The Blood
Episode 5
Vital statistics
Czech Title Krev
Original (French) Title Le Sang
Episode guide
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The Bone Marrow The Tiny Platelets

The Blood is the fifth episode of Once Upon a Time.. Life. It focuses on the properties and circulation of the titular liquid tissue.

Plot Edit

The episode begins with the narrator showing the circulatory system in the background, stating that if all blood vessels were to combine into a unique chain it would measure more than Earth's diameter. She presents the blood which circulates through those vessels and its compositon. During the daily routine, Globin unintentionally throws a carbon dioxide molecule at Globus. As usual, Hemo is distraught having to carry carbon dioxide (a lot of it considering he is large). She mocks him in a friendly way by crawling up to the heap he is carrying which makes him sweat. She tries to cheer him up considering that they're close to entering the pulmonary circulation.

A bit later, an unknown pathogen approaches Globin and starts wrapping out in a flirty way, but soon starts to compress around her. Globus quickly brings a Neutrophil, who fights the pathogen and then takes a fatal swallow. Another Neutrophil directs the Red Corpuscles to keep moving. They reach the alveoli and Hemo is finally relieved.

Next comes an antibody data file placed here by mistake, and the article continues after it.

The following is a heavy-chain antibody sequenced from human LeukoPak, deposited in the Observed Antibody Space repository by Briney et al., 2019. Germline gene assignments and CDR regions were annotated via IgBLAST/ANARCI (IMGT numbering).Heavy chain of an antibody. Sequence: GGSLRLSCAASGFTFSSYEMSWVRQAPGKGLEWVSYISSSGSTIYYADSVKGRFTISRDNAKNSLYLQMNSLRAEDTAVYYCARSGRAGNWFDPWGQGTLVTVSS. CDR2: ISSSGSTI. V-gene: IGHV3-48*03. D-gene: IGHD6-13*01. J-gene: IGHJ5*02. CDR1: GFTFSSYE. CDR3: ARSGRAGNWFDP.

As the circulation continues, some Red Corpuscles discuss about their experiences regarding their jobs, and Globus points out their short lives full of work. Globin finds a sugar molecule and grabs it to lick it, but stops when a member of police notices her. Very soon, the system orders all cells to export their sugar reserves to blood, to which Globin thinks it's her fault. Globus, however, tries to assure her that it's a normal thing.

In the nucleus of a nearby cell, Maestro quickly orders the Golgi Bodies to export sugar to blood. In team work, cells bring the end to the shortage. A bit later, the three arrive to the spleen where Globus says bids his farewell, but tells Hemo and Globin not to worry given the fact how many Red Blood Cells are created per day. Later, the two reach the cells where they receive their carbon dioxide. However, an Enzyme fails to find any Red Corpuscles and simply disposes of carbon dioxide in the intercellular space. This causes the another system message to occur, requesting a quick action to get rid of carbon dioxide; the rate of breathing's been increased.

In tracheal tissue, a policeman forces two Red Corpuscles to carry carbon dioxide after mocking a worked-up Hemo. He also tries to do the same when he sees two Red Corpuscles with visibly full-to-top pouches. Then, Lieutenant Jumbo requests help from Macrophages instead. Later on, he and his two colleagues find a few intruders and get attacked when they ask for their identity cards. Lieutenant Jumbo recognizes them as streptococci. Neutrophils arrive as reinforcements, while Captain Peter orders to cease fire being unable to distinguish friend from foe safely. Macrophages arrive and help in the battle and ultimately clean the battlefield.